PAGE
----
The Straits Times says

Cancer of normalised corruption

A report by the Berlin-based Transparency International watchdog last week makes sorry reading. It says that more than a quarter of people living in Asia had to pay a bribe while trying to access a public service in the past year. Singapore was not included in the survey of 16 countries and territories in the Asia-Pacific. It is among the top 10 cleanest countries in the world, as ranked separately by the same group. But recent cases in the Republic should give one pause for thought. Ten employees of one company allegedly gave bribes to advance its business interests over more than three years. And a regional director was charged with taking about US$4 million (S$5.7 million) in bribes over a number of years. These alleged incidents were not one-off lapses in moments of weakness.

Mercifully, these are isolated instances here and do not represent entrenched graft as is evident in India and Vietnam where bribery rates are the highest, according to the report. Expediency might prompt people to grease palms but corruption infects the entire spectrum of national institutions - the police, state executive councillors, bureaucrats, and lawmakers. Even judges are not immune, as seen in Indonesia, where two-thirds of those polled said corruption has increased - a proportion exceeded only by China, where three-quarters saw graft growing in their midst.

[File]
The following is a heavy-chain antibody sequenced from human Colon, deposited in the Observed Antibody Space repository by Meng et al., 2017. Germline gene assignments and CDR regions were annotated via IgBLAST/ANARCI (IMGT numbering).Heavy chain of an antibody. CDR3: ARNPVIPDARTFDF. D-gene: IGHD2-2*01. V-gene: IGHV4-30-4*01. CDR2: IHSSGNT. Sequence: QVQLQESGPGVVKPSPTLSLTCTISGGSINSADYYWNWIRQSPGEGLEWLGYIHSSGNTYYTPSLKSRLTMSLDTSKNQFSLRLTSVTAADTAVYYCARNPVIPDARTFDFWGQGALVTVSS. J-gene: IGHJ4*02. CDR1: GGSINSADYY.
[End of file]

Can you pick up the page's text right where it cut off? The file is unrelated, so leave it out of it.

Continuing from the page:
Clearly, hopes of having a century named after Asia will be stymied if the region does not stamp out this insidious cancer. Going after culprits doggedly is a necessary move that must be sustained over many decades. But countries must also create a climate that inhibits corruption in every way. For example, red tape allows functionaries to maximise their administrative and discretionary powers over citizens. Then, imperceptibly jobbery will creep in. Victims might deem it nothing more than robbery but there is a difference. Fearing for one's life or safety is one matter, craving something material, like a licence or tax waiver, is quite another. Bribery thrives when people allow it to happen by normalising such actions instead of fighting the status quo. Even if just a small amount of money changes hands illicitly, a larger evil is created bit by bit. Graft raises the transactional costs of business, which are met by the customer and the tax-paying citizen finally. It can lead to producers cutting corners which can threaten the quality of goods and services and could even prove hazardous to consumers.

Asian countries can help themselves by creating a stronger regional legal framework against corruption to act against officials hiding their ill-gotten wealth abroad. In all nations, including the least corrupt ones, the task of making corruption unthinkable should be a never-ending one. Even the smallest traces of it can grow exponentially over time if not removed - like all cancers.

A version of this article appeared in the print edition of The Straits Times on March 16, 2017, with the headline 'Cancer of normalised corruption'. Print Edition | Subscribe